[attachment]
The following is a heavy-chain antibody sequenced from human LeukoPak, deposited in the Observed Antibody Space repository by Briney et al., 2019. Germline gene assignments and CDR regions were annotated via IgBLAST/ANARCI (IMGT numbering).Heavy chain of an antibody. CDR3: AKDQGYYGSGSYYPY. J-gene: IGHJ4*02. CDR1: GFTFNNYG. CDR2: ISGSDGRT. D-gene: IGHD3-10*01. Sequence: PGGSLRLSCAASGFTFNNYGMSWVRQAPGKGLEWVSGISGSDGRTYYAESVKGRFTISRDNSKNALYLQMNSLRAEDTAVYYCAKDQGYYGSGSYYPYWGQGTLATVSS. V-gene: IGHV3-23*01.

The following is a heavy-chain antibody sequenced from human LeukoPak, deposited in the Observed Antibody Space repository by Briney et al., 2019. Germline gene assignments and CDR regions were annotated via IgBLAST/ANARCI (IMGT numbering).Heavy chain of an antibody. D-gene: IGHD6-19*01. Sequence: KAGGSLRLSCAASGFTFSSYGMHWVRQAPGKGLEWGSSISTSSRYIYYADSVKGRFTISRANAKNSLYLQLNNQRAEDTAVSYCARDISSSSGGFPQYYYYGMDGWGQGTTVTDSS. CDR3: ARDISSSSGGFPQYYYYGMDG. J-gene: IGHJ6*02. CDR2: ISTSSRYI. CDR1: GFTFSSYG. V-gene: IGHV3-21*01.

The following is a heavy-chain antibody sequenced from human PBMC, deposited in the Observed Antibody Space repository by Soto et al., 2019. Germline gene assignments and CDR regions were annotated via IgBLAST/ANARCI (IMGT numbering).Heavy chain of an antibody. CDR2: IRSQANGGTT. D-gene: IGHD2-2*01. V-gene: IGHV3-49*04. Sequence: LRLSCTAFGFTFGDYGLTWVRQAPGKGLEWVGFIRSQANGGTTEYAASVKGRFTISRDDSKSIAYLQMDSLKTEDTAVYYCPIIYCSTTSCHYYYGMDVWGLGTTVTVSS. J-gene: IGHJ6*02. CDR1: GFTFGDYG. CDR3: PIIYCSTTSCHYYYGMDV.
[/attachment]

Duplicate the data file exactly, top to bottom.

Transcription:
The following is a heavy-chain antibody sequenced from human LeukoPak, deposited in the Observed Antibody Space repository by Briney et al., 2019. Germline gene assignments and CDR regions were annotated via IgBLAST/ANARCI (IMGT numbering).Heavy chain of an antibody. CDR3: AKDQGYYGSGSYYPY. J-gene: IGHJ4*02. CDR1: GFTFNNYG. CDR2: ISGSDGRT. D-gene: IGHD3-10*01. Sequence: PGGSLRLSCAASGFTFNNYGMSWVRQAPGKGLEWVSGISGSDGRTYYAESVKGRFTISRDNSKNALYLQMNSLRAEDTAVYYCAKDQGYYGSGSYYPYWGQGTLATVSS. V-gene: IGHV3-23*01.

The following is a heavy-chain antibody sequenced from human LeukoPak, deposited in the Observed Antibody Space repository by Briney et al., 2019. Germline gene assignments and CDR regions were annotated via IgBLAST/ANARCI (IMGT numbering).Heavy chain of an antibody. D-gene: IGHD6-19*01. Sequence: KAGGSLRLSCAASGFTFSSYGMHWVRQAPGKGLEWGSSISTSSRYIYYADSVKGRFTISRANAKNSLYLQLNNQRAEDTAVSYCARDISSSSGGFPQYYYYGMDGWGQGTTVTDSS. CDR3: ARDISSSSGGFPQYYYYGMDG. J-gene: IGHJ6*02. CDR2: ISTSSRYI. CDR1: GFTFSSYG. V-gene: IGHV3-21*01.

The following is a heavy-chain antibody sequenced from human PBMC, deposited in the Observed Antibody Space repository by Soto et al., 2019. Germline gene assignments and CDR regions were annotated via IgBLAST/ANARCI (IMGT numbering).Heavy chain of an antibody. CDR2: IRSQANGGTT. D-gene: IGHD2-2*01. V-gene: IGHV3-49*04. Sequence: LRLSCTAFGFTFGDYGLTWVRQAPGKGLEWVGFIRSQANGGTTEYAASVKGRFTISRDDSKSIAYLQMDSLKTEDTAVYYCPIIYCSTTSCHYYYGMDVWGLGTTVTVSS. J-gene: IGHJ6*02. CDR1: GFTFGDYG. CDR3: PIIYCSTTSCHYYYGMDV.